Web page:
Psalm 119:28

from
Psalm 119: An Exposition
by
Charles Bridges
(Rephrased)

"My soul melts from heaviness;
Strengthen me according to your word."

Is this David whose soul is melting? David, whose heart is like the heart of a lion? Ordinary courage may support under the trials of this life, but when the arrows of the Almighty are within us, our spirit drinks in their poison (Job 6:4). How, then, can the Christian's lot be so enviable when his soul thus melts from heaviness?

Let it be remembered that it is only "for a season." There is a "needs-be" for it while it remains. Hear what Peter says: "In this you greatly rejoice, though now for a little while, if need be, you have been grieved by various trials, that the genuineness of your faith, being much more precious than gold that perishes, though it is tested by fire, may be found to praise, honor, and glory at the revelation of Jesus Christ" (1 Pet. 1:6, 7).

Never, perhaps, is one's graces more lively or the ground of his assurance more clear than in these seasons of sorrow. He may complain, indeed, of the diversified power of indwelling sin, but his very complaints are the evidence of the mighty working of indwelling grace. Is it not his faith that makes unbelief such a burden? Is it not his hope that makes him struggle with his tears? Is it not his love for Christ that makes his coldness so grievous? What but humility can cause him to loathe his pride? What but the secret spring of thankfulness within that can shame him for ingratitude? Therefore, Christian reader, the very depth of that heaviness which now melts your soul is the displaying of the strength of God's work within, upholding you that you may persevere to the end.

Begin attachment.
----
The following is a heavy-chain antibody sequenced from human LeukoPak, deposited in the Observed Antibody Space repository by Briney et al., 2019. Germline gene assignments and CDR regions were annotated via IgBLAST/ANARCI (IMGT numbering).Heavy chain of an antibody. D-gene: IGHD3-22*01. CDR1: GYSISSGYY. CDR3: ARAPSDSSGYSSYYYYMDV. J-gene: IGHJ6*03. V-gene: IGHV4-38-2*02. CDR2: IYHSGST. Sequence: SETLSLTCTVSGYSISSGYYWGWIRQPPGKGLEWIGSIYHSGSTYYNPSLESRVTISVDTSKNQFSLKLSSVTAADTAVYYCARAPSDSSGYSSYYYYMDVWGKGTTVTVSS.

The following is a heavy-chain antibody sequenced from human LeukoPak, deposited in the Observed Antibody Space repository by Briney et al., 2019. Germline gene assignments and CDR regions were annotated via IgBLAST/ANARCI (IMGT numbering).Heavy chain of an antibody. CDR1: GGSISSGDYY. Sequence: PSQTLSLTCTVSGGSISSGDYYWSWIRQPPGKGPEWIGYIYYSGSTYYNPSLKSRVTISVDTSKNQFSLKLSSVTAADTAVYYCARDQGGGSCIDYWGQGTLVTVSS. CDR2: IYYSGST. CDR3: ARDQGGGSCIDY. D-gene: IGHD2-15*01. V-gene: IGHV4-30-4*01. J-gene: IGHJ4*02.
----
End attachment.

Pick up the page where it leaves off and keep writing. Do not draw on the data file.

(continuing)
Let the believer then say, when observing in his heaviest moments the most prosperous condition of the ungodly, "Do not let me eat of their delicacies." Far better, and far happier, is godly sorrow than worldly joy. In the midst of his misery the Christian would not exchange his hope in the gospel, though often obscured by unbelief and clouded by fear, for all the kingdoms of the world and the glory of them. "The heart knows its own bitterness, and a stranger does not share its joy." Yet the bitterness is keenly felt. Sin displeases a tender and gracious Father. It has pierced the heart of Christ who loves him and shed his blood for him. It grieves the indwelling Comforter of his soul. God expects to see him a mourner; and he feels he has reason enough to mourn--"My soul melts for heaviness."

Take heart, dear Christian, this cry of distress is sometimes that of the child under his Father's needful chastisement. The world is dethroned but not uprooted from the heart. Much dross is yet to be removed. The sources of the too-attractive earthly joy must be embittered. And now it is that the discipline of the cross forces the cry, "My soul melts for heaviness." Yet in the midst of heaviness the child of God cannot forget that he is loved, that he is saved; and the recollection of this sovereign mercy makes his tears of godly sorrow tears of joy.